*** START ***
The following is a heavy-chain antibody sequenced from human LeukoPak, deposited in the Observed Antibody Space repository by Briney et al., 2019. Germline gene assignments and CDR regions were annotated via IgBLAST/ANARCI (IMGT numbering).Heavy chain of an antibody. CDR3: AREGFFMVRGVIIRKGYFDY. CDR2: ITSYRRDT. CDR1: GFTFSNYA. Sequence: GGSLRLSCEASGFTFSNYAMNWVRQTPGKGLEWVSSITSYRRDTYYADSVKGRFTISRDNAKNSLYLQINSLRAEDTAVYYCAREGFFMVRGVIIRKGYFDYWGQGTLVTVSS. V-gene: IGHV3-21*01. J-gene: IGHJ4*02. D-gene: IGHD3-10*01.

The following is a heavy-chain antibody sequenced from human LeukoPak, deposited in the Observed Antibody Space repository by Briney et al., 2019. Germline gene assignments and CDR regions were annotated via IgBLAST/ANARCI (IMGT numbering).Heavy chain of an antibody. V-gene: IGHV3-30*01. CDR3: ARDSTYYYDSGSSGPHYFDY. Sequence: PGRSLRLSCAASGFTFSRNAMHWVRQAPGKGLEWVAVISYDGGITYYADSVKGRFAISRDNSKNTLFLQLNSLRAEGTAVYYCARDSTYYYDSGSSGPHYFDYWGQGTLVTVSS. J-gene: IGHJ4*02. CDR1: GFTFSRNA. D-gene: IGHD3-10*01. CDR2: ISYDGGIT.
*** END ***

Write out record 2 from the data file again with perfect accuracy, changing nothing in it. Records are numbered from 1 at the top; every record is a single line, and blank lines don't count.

The following is a heavy-chain antibody sequenced from human LeukoPak, deposited in the Observed Antibody Space repository by Briney et al., 2019. Germline gene assignments and CDR regions were annotated via IgBLAST/ANARCI (IMGT numbering).Heavy chain of an antibody. V-gene: IGHV3-30*01. CDR3: ARDSTYYYDSGSSGPHYFDY. Sequence: PGRSLRLSCAASGFTFSRNAMHWVRQAPGKGLEWVAVISYDGGITYYADSVKGRFAISRDNSKNTLFLQLNSLRAEGTAVYYCARDSTYYYDSGSSGPHYFDYWGQGTLVTVSS. J-gene: IGHJ4*02. CDR1: GFTFSRNA. D-gene: IGHD3-10*01. CDR2: ISYDGGIT.